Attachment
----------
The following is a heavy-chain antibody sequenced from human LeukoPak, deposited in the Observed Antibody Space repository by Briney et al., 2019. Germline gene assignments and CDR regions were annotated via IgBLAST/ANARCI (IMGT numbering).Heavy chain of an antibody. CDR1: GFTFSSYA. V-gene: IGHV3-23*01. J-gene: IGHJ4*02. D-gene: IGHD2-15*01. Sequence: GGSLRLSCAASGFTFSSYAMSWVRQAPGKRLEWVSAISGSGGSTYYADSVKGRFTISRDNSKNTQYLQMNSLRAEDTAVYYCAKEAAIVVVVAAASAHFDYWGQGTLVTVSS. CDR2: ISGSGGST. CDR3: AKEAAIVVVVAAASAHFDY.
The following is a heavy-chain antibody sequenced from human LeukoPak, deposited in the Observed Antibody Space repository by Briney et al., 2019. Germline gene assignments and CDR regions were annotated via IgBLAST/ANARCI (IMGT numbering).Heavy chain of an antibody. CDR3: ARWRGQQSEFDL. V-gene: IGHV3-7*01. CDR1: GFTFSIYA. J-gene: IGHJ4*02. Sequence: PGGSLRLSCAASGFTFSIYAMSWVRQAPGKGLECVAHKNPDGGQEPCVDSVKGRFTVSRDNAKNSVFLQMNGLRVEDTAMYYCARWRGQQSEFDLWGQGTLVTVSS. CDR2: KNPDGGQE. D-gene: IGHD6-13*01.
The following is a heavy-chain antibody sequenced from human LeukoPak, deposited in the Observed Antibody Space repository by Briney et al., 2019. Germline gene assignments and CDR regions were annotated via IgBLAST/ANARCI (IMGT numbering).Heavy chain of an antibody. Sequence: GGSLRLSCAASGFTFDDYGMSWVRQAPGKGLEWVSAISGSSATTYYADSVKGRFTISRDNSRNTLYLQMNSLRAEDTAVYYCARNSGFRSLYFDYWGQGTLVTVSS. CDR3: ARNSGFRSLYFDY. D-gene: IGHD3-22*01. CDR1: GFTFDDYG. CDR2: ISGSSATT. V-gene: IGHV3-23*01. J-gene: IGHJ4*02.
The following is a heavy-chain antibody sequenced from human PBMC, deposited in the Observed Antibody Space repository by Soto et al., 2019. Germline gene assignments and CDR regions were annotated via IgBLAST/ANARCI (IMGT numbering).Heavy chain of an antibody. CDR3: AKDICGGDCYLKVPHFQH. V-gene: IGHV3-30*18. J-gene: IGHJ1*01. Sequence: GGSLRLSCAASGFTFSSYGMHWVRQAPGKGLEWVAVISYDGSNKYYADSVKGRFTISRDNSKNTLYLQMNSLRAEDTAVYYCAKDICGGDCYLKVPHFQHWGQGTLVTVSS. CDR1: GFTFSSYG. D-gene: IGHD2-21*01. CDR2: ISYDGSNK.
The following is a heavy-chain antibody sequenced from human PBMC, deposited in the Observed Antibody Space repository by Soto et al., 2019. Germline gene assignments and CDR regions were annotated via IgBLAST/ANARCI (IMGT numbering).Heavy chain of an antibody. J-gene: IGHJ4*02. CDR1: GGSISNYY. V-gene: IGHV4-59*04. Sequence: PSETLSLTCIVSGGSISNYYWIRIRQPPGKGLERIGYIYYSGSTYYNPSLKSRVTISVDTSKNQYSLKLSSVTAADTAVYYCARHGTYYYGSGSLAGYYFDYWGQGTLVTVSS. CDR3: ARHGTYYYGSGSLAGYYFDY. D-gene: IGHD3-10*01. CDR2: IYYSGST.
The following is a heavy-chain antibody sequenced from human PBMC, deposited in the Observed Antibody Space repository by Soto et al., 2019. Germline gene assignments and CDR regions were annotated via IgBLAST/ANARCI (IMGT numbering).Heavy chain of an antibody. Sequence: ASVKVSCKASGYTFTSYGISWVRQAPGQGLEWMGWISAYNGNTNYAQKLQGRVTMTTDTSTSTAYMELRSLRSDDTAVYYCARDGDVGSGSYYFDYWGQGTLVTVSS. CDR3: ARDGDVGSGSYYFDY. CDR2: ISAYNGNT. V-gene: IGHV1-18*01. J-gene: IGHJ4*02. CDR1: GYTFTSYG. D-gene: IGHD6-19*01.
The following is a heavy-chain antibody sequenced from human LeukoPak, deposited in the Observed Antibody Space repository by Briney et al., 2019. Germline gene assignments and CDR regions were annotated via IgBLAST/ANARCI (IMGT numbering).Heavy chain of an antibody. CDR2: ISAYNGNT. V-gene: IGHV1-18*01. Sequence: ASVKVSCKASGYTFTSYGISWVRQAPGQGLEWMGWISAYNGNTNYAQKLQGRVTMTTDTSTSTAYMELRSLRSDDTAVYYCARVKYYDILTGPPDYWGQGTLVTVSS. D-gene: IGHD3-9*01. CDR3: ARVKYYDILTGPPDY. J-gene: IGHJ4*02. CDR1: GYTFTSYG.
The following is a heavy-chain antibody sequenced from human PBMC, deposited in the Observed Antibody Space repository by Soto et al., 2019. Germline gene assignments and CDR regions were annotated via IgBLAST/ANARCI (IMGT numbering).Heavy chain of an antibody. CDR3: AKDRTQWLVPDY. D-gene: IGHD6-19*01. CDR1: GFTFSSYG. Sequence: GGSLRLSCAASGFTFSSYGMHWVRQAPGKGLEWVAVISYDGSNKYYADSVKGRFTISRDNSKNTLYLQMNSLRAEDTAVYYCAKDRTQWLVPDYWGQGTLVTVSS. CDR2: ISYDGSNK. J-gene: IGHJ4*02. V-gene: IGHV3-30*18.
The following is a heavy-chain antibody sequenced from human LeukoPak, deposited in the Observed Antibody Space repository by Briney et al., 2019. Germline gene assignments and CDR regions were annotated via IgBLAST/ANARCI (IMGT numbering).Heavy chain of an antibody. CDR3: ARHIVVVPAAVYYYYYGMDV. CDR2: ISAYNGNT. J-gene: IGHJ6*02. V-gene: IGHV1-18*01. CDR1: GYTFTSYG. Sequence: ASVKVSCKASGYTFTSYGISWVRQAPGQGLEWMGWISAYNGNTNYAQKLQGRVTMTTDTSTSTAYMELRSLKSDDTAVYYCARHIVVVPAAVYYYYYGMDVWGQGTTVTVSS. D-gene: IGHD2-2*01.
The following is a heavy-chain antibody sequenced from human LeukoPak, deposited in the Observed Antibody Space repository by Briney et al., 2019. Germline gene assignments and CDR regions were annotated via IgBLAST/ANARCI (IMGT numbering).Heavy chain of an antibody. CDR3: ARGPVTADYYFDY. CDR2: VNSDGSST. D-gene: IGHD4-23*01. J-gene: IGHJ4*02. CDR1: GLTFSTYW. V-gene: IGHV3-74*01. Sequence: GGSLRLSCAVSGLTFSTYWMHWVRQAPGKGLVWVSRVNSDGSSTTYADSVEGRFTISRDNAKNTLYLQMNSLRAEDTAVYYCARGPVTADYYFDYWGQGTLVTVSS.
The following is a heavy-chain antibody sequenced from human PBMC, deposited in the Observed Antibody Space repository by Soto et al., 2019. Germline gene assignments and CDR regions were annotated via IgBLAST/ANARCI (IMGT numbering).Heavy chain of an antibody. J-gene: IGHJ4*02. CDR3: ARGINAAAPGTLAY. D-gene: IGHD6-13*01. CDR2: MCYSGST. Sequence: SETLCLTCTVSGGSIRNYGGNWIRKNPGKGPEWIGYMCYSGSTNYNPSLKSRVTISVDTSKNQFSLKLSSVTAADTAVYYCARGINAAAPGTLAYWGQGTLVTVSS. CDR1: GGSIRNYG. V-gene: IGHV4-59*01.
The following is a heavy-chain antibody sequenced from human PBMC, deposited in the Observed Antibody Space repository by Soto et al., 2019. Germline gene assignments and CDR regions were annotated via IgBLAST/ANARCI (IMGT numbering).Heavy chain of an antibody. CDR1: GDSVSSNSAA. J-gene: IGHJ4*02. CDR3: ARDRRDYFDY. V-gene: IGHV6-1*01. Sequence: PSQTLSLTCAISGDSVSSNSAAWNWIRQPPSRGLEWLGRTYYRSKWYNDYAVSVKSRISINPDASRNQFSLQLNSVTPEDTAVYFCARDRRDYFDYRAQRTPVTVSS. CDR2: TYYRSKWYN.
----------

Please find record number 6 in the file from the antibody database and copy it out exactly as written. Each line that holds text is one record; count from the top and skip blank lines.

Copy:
The following is a heavy-chain antibody sequenced from human PBMC, deposited in the Observed Antibody Space repository by Soto et al., 2019. Germline gene assignments and CDR regions were annotated via IgBLAST/ANARCI (IMGT numbering).Heavy chain of an antibody. Sequence: ASVKVSCKASGYTFTSYGISWVRQAPGQGLEWMGWISAYNGNTNYAQKLQGRVTMTTDTSTSTAYMELRSLRSDDTAVYYCARDGDVGSGSYYFDYWGQGTLVTVSS. CDR3: ARDGDVGSGSYYFDY. CDR2: ISAYNGNT. V-gene: IGHV1-18*01. J-gene: IGHJ4*02. CDR1: GYTFTSYG. D-gene: IGHD6-19*01.